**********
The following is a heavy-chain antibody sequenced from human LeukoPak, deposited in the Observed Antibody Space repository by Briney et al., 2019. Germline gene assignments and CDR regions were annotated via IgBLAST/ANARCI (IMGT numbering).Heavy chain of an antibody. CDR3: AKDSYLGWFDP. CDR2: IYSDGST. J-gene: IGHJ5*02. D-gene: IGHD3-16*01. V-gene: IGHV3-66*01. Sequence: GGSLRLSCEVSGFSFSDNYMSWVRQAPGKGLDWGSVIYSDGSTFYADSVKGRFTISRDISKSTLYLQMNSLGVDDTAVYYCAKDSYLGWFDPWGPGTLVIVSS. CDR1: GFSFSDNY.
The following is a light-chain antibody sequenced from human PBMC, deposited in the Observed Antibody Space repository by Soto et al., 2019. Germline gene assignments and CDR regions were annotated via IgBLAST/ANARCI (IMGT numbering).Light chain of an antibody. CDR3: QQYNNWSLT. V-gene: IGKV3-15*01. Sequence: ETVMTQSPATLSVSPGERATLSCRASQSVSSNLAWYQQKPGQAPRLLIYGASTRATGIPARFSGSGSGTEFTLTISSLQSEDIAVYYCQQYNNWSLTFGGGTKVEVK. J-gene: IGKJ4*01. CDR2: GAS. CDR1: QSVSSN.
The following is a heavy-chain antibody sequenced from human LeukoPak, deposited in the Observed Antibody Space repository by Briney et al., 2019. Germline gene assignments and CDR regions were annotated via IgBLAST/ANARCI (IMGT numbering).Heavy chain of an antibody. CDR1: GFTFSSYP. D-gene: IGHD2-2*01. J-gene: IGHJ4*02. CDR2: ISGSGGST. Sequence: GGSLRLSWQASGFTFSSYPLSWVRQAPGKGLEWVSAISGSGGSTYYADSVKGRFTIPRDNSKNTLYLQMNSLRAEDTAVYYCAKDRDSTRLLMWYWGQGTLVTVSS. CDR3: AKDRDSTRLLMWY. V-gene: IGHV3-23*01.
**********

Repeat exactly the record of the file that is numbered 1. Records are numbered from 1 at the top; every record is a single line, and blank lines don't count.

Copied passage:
The following is a heavy-chain antibody sequenced from human LeukoPak, deposited in the Observed Antibody Space repository by Briney et al., 2019. Germline gene assignments and CDR regions were annotated via IgBLAST/ANARCI (IMGT numbering).Heavy chain of an antibody. CDR3: AKDSYLGWFDP. CDR2: IYSDGST. J-gene: IGHJ5*02. D-gene: IGHD3-16*01. V-gene: IGHV3-66*01. Sequence: GGSLRLSCEVSGFSFSDNYMSWVRQAPGKGLDWGSVIYSDGSTFYADSVKGRFTISRDISKSTLYLQMNSLGVDDTAVYYCAKDSYLGWFDPWGPGTLVIVSS. CDR1: GFSFSDNY.